I had previously talked about Lak Sao here.
I thought I would have another go and trying to explain this interesting border town. I didn’t bring my camera with me on this trip so am going to attempt the impossible (for me) by just using words. I guess I can only write what I have seen over the last three trips of which I have spent almost a month here in total. There are a few pics on the link I mentioned above.
Every day feels like ground hog day. I wake at the same time, go to work where I remain until dark. Work is a small rented house on the grounds of an unfinished hotel building site. It looks like the money for the hotel dried up years ago. I supervise on average about 15 workers with whom I hardly speak their language.
When I get back to the hotel I shower and go to the same restaurant for dinner before retiring early with a book. I can’t read as much as I would like to because I only have a few books that have to last my time here so I ration my reading time.
However occasionally I get to see a little bit of Lak Sao apart from what I just mentioned. Every now and then the monotony is broken by the need to drive someone to the market for a spare part for the chain saw or some more bags. Driving I must admit is rather exciting due to the fact that they drive on the right hand side (sometimes) something which before now I had never had the experience of trying. Apart from slamming my hand into the side of the door with my left hand trying to find the gears or climbing into the passenger side much to the amusement of my passengers I have been doing pretty good! A couple of times I have also made the 4km walk back to the hotel and again to work the next morning for some exercise and something different.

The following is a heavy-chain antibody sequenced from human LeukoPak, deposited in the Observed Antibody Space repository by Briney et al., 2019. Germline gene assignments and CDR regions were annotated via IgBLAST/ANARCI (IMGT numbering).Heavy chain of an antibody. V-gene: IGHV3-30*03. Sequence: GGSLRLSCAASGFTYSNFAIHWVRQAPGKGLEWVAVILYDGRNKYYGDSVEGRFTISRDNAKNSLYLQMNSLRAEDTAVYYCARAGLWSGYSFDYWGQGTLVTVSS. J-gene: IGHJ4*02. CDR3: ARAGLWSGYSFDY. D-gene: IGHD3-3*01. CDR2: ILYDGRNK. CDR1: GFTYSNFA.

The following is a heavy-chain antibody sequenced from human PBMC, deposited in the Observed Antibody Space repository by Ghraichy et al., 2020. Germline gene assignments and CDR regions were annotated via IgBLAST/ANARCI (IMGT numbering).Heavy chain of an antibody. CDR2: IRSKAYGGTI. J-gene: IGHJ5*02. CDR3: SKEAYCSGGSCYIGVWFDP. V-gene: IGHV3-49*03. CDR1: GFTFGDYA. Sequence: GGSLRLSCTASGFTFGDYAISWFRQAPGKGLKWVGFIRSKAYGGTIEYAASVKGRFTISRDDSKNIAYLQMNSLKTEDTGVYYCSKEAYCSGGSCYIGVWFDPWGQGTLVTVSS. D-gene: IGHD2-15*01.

Lak I believe means marker in Laos and Sao means 20, therefore Lak Sao is the 20 mile (32km) marker from the Vietnamese border. It is the first town inside Laos for the hundreds of trucks a day carting in and out all sorts of stuff. As my work place is right on this main highway I get to see plenty of interesting trucks go past every day. They all need to stop just a few hundred metres down the road where the government import/export office is located. Sometimes there can be 30 or more trucks parked up there half blocking the road due to some paperwork not being in order awaiting for a little extra tea money to be paid to let the load continue.